Ex-CEO of social media startup admits duping investors by claiming company had ‘Shark Tank’ backing
Lukas I. Alpert, 22 July 2021
The former chief executive of a social media startup that pitched itself as a Facebook for small businesses has pleaded guilty to swindling investors using forged documents claiming a “Shark Tank” investor was a backer and that e-commerce platform Shopify wanted to buy the company.
Glen Zinszer, 51, of Liverpool, N.Y., also admitted he had instructed employees of his now-defunct company, Brazzlebox, to create fake user accounts, including for several high-profile people, to make it look to investors like the platform was performing better than it was, federal prosecutors said. Continue reading “Article: Ex-CEO of social media startup admits duping investors by claiming company had ‘Shark Tank’ backing”
Online circa 2008, date not positive, source no longer visible.
The Story of Deep Capture
By Mark Mitchell, with reporting by the Deep Capture Team
The Columbia School of Journalism is our nation’s finest. They grant the Pulitzer Prize, and their journal, The Columbia Journalism Review, is the profession’s gold standard. CJR reporters are high priests of a decaying temple, tending a flame in a land going dark. In 2006 a CJR editor (a seasoned journalist formerly with Time magazine in Asia, The Wall Street Journal Europe, and The Far Eastern Economic Review) called me to discuss suspicions he was forming about the US financial media. I gave him leads but warned, “Chasing this will take you down a rabbit hole with no bottom.” For months he pursued his story against pressure and threats he once described as, “something out of a Hollywood B movie, but unlike the movies, the evil corporations fighting the journalist are not thugs burying toxic waste, they are Wall Street and the financial media itself.” His exposé reveals a circle of corruption enclosing venerable Wall Street banks, shady offshore financiers, and suspiciously compliant reporters at The Wall Street Journal, Fortune, CNBC, and The New York Times. If you ever wonder how reporters react when a journalist investigates them (answer: like white-collar crooks they dodge interviews, lie, and hide behind lawyers), or if financial corruption interests you, then this is for you. It makes Grisham read like a book of bedtime stories, and exposes a scandal that may make Enron look like an afternoon tea.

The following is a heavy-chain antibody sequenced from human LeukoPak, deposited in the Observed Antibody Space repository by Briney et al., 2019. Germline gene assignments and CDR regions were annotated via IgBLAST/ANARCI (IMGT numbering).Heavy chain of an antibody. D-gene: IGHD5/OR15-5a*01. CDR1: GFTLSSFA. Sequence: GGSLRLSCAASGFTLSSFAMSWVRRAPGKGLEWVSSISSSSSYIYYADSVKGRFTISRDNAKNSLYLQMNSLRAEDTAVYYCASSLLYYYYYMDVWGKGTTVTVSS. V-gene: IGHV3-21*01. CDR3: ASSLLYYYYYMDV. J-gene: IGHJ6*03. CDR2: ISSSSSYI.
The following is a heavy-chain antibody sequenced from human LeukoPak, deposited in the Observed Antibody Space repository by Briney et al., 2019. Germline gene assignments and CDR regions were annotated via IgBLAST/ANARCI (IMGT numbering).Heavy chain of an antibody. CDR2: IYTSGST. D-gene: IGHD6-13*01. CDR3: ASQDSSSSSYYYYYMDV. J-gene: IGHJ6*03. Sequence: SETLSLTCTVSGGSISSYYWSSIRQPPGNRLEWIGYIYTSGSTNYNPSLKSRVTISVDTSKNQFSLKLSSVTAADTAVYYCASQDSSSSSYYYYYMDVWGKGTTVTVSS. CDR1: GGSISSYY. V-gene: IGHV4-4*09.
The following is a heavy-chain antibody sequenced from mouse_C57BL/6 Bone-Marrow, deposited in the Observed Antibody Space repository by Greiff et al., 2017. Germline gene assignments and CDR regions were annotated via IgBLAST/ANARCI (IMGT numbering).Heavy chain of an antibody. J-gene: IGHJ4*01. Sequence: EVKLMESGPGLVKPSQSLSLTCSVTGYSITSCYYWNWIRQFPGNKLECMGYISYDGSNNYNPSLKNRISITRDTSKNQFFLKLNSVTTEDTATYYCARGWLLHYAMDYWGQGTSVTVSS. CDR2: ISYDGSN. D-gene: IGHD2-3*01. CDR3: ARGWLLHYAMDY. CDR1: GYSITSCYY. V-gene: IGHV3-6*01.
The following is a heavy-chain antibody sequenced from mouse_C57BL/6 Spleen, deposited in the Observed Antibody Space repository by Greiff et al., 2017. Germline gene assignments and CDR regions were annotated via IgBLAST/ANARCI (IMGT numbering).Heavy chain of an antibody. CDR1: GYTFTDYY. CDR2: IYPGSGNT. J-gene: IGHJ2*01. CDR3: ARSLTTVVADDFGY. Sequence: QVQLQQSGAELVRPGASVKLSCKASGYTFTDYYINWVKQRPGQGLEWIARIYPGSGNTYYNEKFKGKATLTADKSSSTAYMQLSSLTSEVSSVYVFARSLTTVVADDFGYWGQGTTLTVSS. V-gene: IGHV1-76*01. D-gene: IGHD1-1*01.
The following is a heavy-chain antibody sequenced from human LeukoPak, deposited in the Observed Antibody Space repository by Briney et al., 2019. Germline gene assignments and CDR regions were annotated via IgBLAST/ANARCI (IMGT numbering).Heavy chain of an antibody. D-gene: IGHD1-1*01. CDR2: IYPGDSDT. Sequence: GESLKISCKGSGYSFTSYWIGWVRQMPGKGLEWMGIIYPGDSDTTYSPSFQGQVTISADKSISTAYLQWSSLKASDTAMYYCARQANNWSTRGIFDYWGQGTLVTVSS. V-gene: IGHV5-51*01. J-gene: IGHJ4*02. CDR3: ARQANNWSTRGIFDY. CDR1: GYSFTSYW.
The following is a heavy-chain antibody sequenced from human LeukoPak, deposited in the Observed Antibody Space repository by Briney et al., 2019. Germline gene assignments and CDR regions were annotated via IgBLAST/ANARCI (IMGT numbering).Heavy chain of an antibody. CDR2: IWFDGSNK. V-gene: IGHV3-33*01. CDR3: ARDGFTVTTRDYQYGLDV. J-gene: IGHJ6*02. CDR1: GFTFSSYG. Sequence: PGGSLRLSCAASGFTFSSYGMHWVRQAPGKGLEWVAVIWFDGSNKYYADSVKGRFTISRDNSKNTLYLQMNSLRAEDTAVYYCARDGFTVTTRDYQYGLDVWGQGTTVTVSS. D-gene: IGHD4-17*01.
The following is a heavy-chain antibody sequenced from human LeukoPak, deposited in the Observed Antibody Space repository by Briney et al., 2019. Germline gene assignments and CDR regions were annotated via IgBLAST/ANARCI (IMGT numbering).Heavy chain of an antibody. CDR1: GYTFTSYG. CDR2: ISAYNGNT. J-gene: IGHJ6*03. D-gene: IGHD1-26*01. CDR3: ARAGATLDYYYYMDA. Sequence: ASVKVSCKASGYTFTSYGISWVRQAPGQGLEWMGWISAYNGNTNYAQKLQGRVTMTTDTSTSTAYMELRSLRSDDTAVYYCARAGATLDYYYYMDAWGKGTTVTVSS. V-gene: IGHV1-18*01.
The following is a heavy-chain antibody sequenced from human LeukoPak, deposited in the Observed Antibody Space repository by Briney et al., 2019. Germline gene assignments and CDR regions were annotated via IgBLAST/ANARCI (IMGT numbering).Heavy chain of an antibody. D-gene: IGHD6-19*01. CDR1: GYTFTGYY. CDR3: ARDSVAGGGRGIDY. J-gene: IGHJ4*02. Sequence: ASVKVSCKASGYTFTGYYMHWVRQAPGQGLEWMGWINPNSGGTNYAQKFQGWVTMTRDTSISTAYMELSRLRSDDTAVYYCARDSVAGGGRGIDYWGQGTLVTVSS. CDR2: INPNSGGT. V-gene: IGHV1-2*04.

Introduction By Patrick M. Byrne, Deep Capture Reporter
PDF (69 Pages): Deep Capture Story